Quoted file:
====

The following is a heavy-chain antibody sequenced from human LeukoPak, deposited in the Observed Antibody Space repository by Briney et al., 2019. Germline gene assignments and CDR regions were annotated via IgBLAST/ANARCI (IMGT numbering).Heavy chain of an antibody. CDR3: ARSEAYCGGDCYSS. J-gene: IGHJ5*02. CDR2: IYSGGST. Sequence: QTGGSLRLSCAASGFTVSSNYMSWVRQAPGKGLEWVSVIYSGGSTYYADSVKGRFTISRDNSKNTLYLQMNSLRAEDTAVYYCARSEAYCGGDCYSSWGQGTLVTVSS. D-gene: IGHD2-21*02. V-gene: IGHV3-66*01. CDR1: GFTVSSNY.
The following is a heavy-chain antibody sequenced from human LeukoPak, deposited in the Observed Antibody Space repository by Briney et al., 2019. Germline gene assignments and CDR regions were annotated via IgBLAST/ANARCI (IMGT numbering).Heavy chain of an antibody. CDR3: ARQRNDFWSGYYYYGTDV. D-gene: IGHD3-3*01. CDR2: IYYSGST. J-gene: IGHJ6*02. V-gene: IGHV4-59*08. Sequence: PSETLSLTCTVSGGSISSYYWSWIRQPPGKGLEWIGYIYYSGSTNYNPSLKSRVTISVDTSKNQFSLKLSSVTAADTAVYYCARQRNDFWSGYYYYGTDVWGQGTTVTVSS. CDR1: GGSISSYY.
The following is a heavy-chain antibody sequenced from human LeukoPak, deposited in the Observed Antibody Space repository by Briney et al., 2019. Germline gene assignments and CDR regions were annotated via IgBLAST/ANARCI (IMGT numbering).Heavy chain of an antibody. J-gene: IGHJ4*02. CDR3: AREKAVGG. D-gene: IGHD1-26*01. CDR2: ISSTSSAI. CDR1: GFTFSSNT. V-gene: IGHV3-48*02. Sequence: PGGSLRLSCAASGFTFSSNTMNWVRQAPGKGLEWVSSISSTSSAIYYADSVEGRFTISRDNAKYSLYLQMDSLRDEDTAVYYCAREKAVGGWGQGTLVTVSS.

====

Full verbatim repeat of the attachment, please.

The following is a heavy-chain antibody sequenced from human LeukoPak, deposited in the Observed Antibody Space repository by Briney et al., 2019. Germline gene assignments and CDR regions were annotated via IgBLAST/ANARCI (IMGT numbering).Heavy chain of an antibody. CDR3: ARSEAYCGGDCYSS. J-gene: IGHJ5*02. CDR2: IYSGGST. Sequence: QTGGSLRLSCAASGFTVSSNYMSWVRQAPGKGLEWVSVIYSGGSTYYADSVKGRFTISRDNSKNTLYLQMNSLRAEDTAVYYCARSEAYCGGDCYSSWGQGTLVTVSS. D-gene: IGHD2-21*02. V-gene: IGHV3-66*01. CDR1: GFTVSSNY.
The following is a heavy-chain antibody sequenced from human LeukoPak, deposited in the Observed Antibody Space repository by Briney et al., 2019. Germline gene assignments and CDR regions were annotated via IgBLAST/ANARCI (IMGT numbering).Heavy chain of an antibody. CDR3: ARQRNDFWSGYYYYGTDV. D-gene: IGHD3-3*01. CDR2: IYYSGST. J-gene: IGHJ6*02. V-gene: IGHV4-59*08. Sequence: PSETLSLTCTVSGGSISSYYWSWIRQPPGKGLEWIGYIYYSGSTNYNPSLKSRVTISVDTSKNQFSLKLSSVTAADTAVYYCARQRNDFWSGYYYYGTDVWGQGTTVTVSS. CDR1: GGSISSYY.
The following is a heavy-chain antibody sequenced from human LeukoPak, deposited in the Observed Antibody Space repository by Briney et al., 2019. Germline gene assignments and CDR regions were annotated via IgBLAST/ANARCI (IMGT numbering).Heavy chain of an antibody. J-gene: IGHJ4*02. CDR3: AREKAVGG. D-gene: IGHD1-26*01. CDR2: ISSTSSAI. CDR1: GFTFSSNT. V-gene: IGHV3-48*02. Sequence: PGGSLRLSCAASGFTFSSNTMNWVRQAPGKGLEWVSSISSTSSAIYYADSVEGRFTISRDNAKYSLYLQMDSLRDEDTAVYYCAREKAVGGWGQGTLVTVSS.